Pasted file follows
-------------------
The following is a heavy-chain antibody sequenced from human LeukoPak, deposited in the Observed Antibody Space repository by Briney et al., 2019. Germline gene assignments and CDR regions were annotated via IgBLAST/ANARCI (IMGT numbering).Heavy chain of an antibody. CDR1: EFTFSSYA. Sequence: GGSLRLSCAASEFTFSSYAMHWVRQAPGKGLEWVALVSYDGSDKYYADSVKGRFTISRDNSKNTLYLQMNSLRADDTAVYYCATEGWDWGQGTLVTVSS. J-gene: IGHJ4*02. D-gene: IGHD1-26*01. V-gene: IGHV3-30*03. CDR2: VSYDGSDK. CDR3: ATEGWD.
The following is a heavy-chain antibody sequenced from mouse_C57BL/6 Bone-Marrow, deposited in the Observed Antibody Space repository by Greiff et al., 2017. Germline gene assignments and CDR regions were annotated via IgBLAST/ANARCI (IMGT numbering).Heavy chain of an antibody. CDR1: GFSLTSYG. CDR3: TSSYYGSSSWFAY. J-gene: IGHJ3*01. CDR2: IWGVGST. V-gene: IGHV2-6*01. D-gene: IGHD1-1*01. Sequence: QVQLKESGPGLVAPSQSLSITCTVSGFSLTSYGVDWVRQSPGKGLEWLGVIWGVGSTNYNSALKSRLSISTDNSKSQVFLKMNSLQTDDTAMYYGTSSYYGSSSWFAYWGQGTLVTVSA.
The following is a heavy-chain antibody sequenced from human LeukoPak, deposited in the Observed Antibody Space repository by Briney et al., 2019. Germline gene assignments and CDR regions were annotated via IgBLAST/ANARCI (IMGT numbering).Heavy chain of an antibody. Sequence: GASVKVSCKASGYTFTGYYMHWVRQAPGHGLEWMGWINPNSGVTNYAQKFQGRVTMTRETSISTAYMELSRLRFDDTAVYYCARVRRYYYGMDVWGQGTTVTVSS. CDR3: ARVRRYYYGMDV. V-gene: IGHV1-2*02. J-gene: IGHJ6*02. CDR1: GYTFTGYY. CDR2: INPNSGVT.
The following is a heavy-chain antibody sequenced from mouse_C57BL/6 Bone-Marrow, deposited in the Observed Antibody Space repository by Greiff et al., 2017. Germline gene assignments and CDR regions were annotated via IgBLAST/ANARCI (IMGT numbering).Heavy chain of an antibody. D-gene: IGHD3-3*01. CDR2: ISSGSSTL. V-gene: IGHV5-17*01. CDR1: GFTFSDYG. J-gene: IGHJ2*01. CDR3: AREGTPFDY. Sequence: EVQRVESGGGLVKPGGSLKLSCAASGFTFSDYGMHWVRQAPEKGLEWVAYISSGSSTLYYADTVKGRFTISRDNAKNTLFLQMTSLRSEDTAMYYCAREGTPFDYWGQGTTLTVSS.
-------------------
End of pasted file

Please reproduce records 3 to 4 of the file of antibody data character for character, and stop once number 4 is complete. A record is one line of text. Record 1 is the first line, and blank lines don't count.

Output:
The following is a heavy-chain antibody sequenced from human LeukoPak, deposited in the Observed Antibody Space repository by Briney et al., 2019. Germline gene assignments and CDR regions were annotated via IgBLAST/ANARCI (IMGT numbering).Heavy chain of an antibody. Sequence: GASVKVSCKASGYTFTGYYMHWVRQAPGHGLEWMGWINPNSGVTNYAQKFQGRVTMTRETSISTAYMELSRLRFDDTAVYYCARVRRYYYGMDVWGQGTTVTVSS. CDR3: ARVRRYYYGMDV. V-gene: IGHV1-2*02. J-gene: IGHJ6*02. CDR1: GYTFTGYY. CDR2: INPNSGVT.
The following is a heavy-chain antibody sequenced from mouse_C57BL/6 Bone-Marrow, deposited in the Observed Antibody Space repository by Greiff et al., 2017. Germline gene assignments and CDR regions were annotated via IgBLAST/ANARCI (IMGT numbering).Heavy chain of an antibody. D-gene: IGHD3-3*01. CDR2: ISSGSSTL. V-gene: IGHV5-17*01. CDR1: GFTFSDYG. J-gene: IGHJ2*01. CDR3: AREGTPFDY. Sequence: EVQRVESGGGLVKPGGSLKLSCAASGFTFSDYGMHWVRQAPEKGLEWVAYISSGSSTLYYADTVKGRFTISRDNAKNTLFLQMTSLRSEDTAMYYCAREGTPFDYWGQGTTLTVSS.